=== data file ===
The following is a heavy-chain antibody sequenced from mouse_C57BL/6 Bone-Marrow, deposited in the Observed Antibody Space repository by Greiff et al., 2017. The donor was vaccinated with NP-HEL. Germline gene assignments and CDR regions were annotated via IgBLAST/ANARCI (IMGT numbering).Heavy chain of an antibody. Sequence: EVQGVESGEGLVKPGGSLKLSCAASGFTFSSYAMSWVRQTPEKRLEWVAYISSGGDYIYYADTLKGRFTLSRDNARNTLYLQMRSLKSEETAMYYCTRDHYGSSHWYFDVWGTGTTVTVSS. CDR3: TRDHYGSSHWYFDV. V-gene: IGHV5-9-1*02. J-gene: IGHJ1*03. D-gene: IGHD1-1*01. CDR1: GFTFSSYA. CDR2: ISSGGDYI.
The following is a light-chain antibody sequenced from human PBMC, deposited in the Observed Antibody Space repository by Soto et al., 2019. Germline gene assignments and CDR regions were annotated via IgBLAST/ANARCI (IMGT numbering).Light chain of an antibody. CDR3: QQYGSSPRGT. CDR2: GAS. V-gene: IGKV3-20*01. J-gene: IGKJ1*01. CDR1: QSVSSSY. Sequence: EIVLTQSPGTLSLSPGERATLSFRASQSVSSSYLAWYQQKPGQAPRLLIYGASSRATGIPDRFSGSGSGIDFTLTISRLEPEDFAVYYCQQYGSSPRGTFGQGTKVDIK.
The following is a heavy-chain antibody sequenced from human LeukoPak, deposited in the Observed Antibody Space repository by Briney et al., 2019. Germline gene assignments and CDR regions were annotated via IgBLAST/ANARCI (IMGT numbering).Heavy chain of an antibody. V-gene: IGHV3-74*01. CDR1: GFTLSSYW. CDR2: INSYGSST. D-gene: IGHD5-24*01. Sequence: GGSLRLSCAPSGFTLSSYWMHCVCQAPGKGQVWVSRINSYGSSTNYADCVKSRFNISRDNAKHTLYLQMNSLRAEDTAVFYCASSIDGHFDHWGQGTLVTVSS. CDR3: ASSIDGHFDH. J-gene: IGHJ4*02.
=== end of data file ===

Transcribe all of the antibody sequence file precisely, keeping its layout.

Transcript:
The following is a heavy-chain antibody sequenced from mouse_C57BL/6 Bone-Marrow, deposited in the Observed Antibody Space repository by Greiff et al., 2017. The donor was vaccinated with NP-HEL. Germline gene assignments and CDR regions were annotated via IgBLAST/ANARCI (IMGT numbering).Heavy chain of an antibody. Sequence: EVQGVESGEGLVKPGGSLKLSCAASGFTFSSYAMSWVRQTPEKRLEWVAYISSGGDYIYYADTLKGRFTLSRDNARNTLYLQMRSLKSEETAMYYCTRDHYGSSHWYFDVWGTGTTVTVSS. CDR3: TRDHYGSSHWYFDV. V-gene: IGHV5-9-1*02. J-gene: IGHJ1*03. D-gene: IGHD1-1*01. CDR1: GFTFSSYA. CDR2: ISSGGDYI.
The following is a light-chain antibody sequenced from human PBMC, deposited in the Observed Antibody Space repository by Soto et al., 2019. Germline gene assignments and CDR regions were annotated via IgBLAST/ANARCI (IMGT numbering).Light chain of an antibody. CDR3: QQYGSSPRGT. CDR2: GAS. V-gene: IGKV3-20*01. J-gene: IGKJ1*01. CDR1: QSVSSSY. Sequence: EIVLTQSPGTLSLSPGERATLSFRASQSVSSSYLAWYQQKPGQAPRLLIYGASSRATGIPDRFSGSGSGIDFTLTISRLEPEDFAVYYCQQYGSSPRGTFGQGTKVDIK.
The following is a heavy-chain antibody sequenced from human LeukoPak, deposited in the Observed Antibody Space repository by Briney et al., 2019. Germline gene assignments and CDR regions were annotated via IgBLAST/ANARCI (IMGT numbering).Heavy chain of an antibody. V-gene: IGHV3-74*01. CDR1: GFTLSSYW. CDR2: INSYGSST. D-gene: IGHD5-24*01. Sequence: GGSLRLSCAPSGFTLSSYWMHCVCQAPGKGQVWVSRINSYGSSTNYADCVKSRFNISRDNAKHTLYLQMNSLRAEDTAVFYCASSIDGHFDHWGQGTLVTVSS. CDR3: ASSIDGHFDH. J-gene: IGHJ4*02.